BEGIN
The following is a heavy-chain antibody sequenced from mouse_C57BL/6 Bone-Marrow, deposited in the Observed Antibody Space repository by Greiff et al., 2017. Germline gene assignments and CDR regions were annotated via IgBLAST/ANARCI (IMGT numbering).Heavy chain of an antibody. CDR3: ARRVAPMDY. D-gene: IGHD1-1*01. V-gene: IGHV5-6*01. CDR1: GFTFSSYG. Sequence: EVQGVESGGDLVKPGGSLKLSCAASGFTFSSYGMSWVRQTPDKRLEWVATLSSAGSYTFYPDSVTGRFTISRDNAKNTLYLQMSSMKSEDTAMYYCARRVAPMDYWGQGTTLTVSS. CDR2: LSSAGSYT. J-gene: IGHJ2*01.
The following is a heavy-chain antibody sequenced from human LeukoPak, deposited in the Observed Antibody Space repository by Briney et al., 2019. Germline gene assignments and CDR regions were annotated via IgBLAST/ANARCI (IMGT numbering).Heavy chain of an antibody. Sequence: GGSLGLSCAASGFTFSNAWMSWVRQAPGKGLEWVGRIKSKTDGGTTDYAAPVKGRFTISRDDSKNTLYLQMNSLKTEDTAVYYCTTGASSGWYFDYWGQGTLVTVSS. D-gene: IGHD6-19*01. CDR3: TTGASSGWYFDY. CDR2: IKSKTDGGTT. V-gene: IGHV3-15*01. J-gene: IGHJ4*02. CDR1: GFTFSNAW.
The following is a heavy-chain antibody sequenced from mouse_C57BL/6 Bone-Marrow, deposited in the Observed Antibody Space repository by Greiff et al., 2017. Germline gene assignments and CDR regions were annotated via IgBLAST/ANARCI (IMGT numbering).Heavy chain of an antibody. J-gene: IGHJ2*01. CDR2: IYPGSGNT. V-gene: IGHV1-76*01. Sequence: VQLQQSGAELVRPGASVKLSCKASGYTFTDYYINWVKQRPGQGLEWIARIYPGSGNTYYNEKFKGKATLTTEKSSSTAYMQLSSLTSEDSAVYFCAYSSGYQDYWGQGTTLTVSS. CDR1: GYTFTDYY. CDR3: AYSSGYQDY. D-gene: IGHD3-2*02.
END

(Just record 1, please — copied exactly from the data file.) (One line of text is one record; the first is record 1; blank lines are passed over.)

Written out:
The following is a heavy-chain antibody sequenced from mouse_C57BL/6 Bone-Marrow, deposited in the Observed Antibody Space repository by Greiff et al., 2017. Germline gene assignments and CDR regions were annotated via IgBLAST/ANARCI (IMGT numbering).Heavy chain of an antibody. CDR3: ARRVAPMDY. D-gene: IGHD1-1*01. V-gene: IGHV5-6*01. CDR1: GFTFSSYG. Sequence: EVQGVESGGDLVKPGGSLKLSCAASGFTFSSYGMSWVRQTPDKRLEWVATLSSAGSYTFYPDSVTGRFTISRDNAKNTLYLQMSSMKSEDTAMYYCARRVAPMDYWGQGTTLTVSS. CDR2: LSSAGSYT. J-gene: IGHJ2*01.